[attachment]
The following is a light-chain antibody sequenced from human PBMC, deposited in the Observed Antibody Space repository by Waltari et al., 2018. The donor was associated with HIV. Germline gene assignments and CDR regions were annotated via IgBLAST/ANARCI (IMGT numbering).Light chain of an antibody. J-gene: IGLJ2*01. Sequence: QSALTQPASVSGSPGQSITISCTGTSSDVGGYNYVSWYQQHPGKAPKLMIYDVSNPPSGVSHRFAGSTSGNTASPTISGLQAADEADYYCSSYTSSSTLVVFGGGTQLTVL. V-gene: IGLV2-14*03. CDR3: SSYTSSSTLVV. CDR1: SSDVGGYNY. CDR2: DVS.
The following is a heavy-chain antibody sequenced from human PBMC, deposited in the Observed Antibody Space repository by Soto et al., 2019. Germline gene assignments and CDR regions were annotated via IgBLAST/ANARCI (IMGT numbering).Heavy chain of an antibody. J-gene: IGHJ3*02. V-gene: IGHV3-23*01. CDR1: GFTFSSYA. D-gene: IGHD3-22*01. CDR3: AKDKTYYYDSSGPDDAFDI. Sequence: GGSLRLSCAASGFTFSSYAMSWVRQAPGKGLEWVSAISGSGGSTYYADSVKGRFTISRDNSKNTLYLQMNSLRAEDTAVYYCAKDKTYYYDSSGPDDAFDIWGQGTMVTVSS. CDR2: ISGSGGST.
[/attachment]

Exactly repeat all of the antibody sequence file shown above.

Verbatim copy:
The following is a light-chain antibody sequenced from human PBMC, deposited in the Observed Antibody Space repository by Waltari et al., 2018. The donor was associated with HIV. Germline gene assignments and CDR regions were annotated via IgBLAST/ANARCI (IMGT numbering).Light chain of an antibody. J-gene: IGLJ2*01. Sequence: QSALTQPASVSGSPGQSITISCTGTSSDVGGYNYVSWYQQHPGKAPKLMIYDVSNPPSGVSHRFAGSTSGNTASPTISGLQAADEADYYCSSYTSSSTLVVFGGGTQLTVL. V-gene: IGLV2-14*03. CDR3: SSYTSSSTLVV. CDR1: SSDVGGYNY. CDR2: DVS.
The following is a heavy-chain antibody sequenced from human PBMC, deposited in the Observed Antibody Space repository by Soto et al., 2019. Germline gene assignments and CDR regions were annotated via IgBLAST/ANARCI (IMGT numbering).Heavy chain of an antibody. J-gene: IGHJ3*02. V-gene: IGHV3-23*01. CDR1: GFTFSSYA. D-gene: IGHD3-22*01. CDR3: AKDKTYYYDSSGPDDAFDI. Sequence: GGSLRLSCAASGFTFSSYAMSWVRQAPGKGLEWVSAISGSGGSTYYADSVKGRFTISRDNSKNTLYLQMNSLRAEDTAVYYCAKDKTYYYDSSGPDDAFDIWGQGTMVTVSS. CDR2: ISGSGGST.